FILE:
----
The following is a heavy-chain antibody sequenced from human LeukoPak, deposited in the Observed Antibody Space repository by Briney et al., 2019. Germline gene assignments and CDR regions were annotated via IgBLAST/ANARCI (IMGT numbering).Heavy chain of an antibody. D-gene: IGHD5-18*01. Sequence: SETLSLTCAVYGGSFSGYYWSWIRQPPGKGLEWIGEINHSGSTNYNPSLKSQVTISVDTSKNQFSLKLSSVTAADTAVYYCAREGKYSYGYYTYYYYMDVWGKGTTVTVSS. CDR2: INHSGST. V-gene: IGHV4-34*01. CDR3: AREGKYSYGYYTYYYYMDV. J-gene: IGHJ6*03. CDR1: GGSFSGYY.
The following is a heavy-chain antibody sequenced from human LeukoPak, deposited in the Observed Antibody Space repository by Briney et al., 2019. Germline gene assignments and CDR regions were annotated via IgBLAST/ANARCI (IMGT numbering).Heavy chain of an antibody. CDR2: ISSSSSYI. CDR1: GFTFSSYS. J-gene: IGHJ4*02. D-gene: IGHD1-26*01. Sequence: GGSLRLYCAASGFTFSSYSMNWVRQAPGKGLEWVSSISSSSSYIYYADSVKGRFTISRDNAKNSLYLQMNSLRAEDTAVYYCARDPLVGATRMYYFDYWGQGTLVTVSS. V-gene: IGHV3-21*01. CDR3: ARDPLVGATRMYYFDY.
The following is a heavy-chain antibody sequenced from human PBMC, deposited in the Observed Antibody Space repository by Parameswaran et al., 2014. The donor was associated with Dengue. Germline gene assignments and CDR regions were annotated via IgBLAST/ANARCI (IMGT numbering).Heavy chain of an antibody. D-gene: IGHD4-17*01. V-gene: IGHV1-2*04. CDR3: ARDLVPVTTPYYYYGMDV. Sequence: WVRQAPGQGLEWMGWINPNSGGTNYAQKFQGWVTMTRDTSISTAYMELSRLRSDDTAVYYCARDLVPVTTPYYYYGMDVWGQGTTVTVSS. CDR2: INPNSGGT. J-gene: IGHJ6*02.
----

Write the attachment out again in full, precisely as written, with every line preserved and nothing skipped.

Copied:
The following is a heavy-chain antibody sequenced from human LeukoPak, deposited in the Observed Antibody Space repository by Briney et al., 2019. Germline gene assignments and CDR regions were annotated via IgBLAST/ANARCI (IMGT numbering).Heavy chain of an antibody. D-gene: IGHD5-18*01. Sequence: SETLSLTCAVYGGSFSGYYWSWIRQPPGKGLEWIGEINHSGSTNYNPSLKSQVTISVDTSKNQFSLKLSSVTAADTAVYYCAREGKYSYGYYTYYYYMDVWGKGTTVTVSS. CDR2: INHSGST. V-gene: IGHV4-34*01. CDR3: AREGKYSYGYYTYYYYMDV. J-gene: IGHJ6*03. CDR1: GGSFSGYY.
The following is a heavy-chain antibody sequenced from human LeukoPak, deposited in the Observed Antibody Space repository by Briney et al., 2019. Germline gene assignments and CDR regions were annotated via IgBLAST/ANARCI (IMGT numbering).Heavy chain of an antibody. CDR2: ISSSSSYI. CDR1: GFTFSSYS. J-gene: IGHJ4*02. D-gene: IGHD1-26*01. Sequence: GGSLRLYCAASGFTFSSYSMNWVRQAPGKGLEWVSSISSSSSYIYYADSVKGRFTISRDNAKNSLYLQMNSLRAEDTAVYYCARDPLVGATRMYYFDYWGQGTLVTVSS. V-gene: IGHV3-21*01. CDR3: ARDPLVGATRMYYFDY.
The following is a heavy-chain antibody sequenced from human PBMC, deposited in the Observed Antibody Space repository by Parameswaran et al., 2014. The donor was associated with Dengue. Germline gene assignments and CDR regions were annotated via IgBLAST/ANARCI (IMGT numbering).Heavy chain of an antibody. D-gene: IGHD4-17*01. V-gene: IGHV1-2*04. CDR3: ARDLVPVTTPYYYYGMDV. Sequence: WVRQAPGQGLEWMGWINPNSGGTNYAQKFQGWVTMTRDTSISTAYMELSRLRSDDTAVYYCARDLVPVTTPYYYYGMDVWGQGTTVTVSS. CDR2: INPNSGGT. J-gene: IGHJ6*02.